Twain shall meet at Carson City’s Empire Elem. School |

Twain shall meet at Carson City’s Empire Elem. School

Teri Vance
The third grade at Empire Elementary in Carson City hosts The Ghost of Mark Twain (McAvoy Layne) Thursday for the Nevada Sesquicentennial Celebration.
Brad Coman / Nevada Appeal | Nevada Appeal

In honor of Nevada’s 150th birthday today, one of its most famed residents paid a visit to third-graders at Empire Elementary School on Thursday.

Mark Twain, as portrayed by Incline Village’s McAvoy Layne, told the students of his first impression of Carson City.

“Carson City was the most uninhabitable place on Earth,” he said. “Nothing grew there. Even the birds, when they flew over here, carried their own provisions.”

His opinion of the Carson River was not much better.

“It’s a moist ditch is what it is,” he said. “If it was my river, I wouldn’t let it out of doors at night.”

He was, however, struck by the beauty of Lake Tahoe, where he worked on a timber ranch in 1861.

“If there is a life happier than the life we lived there, it is a life I have not read about in books,” he said. “If Lake Tahoe does not cure whatever ails you, I’ll bury you at my own expense.”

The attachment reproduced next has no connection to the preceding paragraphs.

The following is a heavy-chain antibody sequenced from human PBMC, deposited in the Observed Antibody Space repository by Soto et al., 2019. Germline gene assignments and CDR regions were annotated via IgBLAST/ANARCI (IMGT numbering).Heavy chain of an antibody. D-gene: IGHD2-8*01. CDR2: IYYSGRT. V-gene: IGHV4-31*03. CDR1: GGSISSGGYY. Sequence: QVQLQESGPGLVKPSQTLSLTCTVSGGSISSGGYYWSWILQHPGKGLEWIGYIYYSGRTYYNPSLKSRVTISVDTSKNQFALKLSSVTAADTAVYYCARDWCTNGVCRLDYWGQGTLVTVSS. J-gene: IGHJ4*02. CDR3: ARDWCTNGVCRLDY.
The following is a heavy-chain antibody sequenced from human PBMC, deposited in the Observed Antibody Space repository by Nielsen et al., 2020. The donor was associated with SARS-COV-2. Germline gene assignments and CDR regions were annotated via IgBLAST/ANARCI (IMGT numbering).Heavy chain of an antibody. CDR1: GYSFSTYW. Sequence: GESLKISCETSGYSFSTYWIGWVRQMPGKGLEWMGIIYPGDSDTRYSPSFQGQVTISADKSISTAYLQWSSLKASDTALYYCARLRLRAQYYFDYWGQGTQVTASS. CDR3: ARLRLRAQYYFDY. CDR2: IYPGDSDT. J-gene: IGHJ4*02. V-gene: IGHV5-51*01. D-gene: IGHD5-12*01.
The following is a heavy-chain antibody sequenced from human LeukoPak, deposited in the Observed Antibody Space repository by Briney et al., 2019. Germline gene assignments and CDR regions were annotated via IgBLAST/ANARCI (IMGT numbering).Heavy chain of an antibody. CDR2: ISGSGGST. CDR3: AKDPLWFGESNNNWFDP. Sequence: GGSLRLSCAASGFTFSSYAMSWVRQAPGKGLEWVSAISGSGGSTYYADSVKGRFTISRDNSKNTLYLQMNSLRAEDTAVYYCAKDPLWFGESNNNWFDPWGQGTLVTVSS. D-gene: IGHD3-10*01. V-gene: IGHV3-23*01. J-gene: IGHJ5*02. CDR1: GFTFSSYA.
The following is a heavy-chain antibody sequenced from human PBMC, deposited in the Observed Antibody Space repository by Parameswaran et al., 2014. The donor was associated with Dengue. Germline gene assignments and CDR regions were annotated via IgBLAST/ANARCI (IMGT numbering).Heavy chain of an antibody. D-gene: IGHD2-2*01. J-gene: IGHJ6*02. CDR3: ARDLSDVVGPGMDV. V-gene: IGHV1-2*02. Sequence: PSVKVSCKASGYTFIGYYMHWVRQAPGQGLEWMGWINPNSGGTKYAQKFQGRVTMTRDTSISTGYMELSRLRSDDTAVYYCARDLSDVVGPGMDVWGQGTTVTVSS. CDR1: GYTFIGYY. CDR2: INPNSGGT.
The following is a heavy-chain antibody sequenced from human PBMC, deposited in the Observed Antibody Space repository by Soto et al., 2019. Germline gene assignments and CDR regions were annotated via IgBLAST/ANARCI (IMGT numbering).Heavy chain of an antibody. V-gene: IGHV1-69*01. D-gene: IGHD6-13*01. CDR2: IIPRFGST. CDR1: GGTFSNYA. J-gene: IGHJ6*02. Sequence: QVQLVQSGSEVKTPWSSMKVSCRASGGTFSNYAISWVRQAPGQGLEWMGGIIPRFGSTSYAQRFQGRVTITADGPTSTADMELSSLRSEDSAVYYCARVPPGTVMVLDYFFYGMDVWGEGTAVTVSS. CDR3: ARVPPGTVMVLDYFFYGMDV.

He told how he came to be a reporter at the Territorial Enterprise after sending in a well-crafted letter to the editor under the pen name, Josh. He entertained them with stories of the life he lived on the Comstock in 1865, but the tales came with a warning.

“Truth is the most valuable thing we have,” he said. “So I try to conserve it.”

He finished by encouraging the students to find their own stories to tell, beginning by exposing themselves to good writing.

“The man or woman who does not read good books has no advantage over the man who cannot read them,” he said. “Isn’t that so?”

He said the second rule to writing is to find a place of seclusion where “you can’t be interrupted by a tweet or a text.”

“I hope I get the chance to read your story someday,” he said.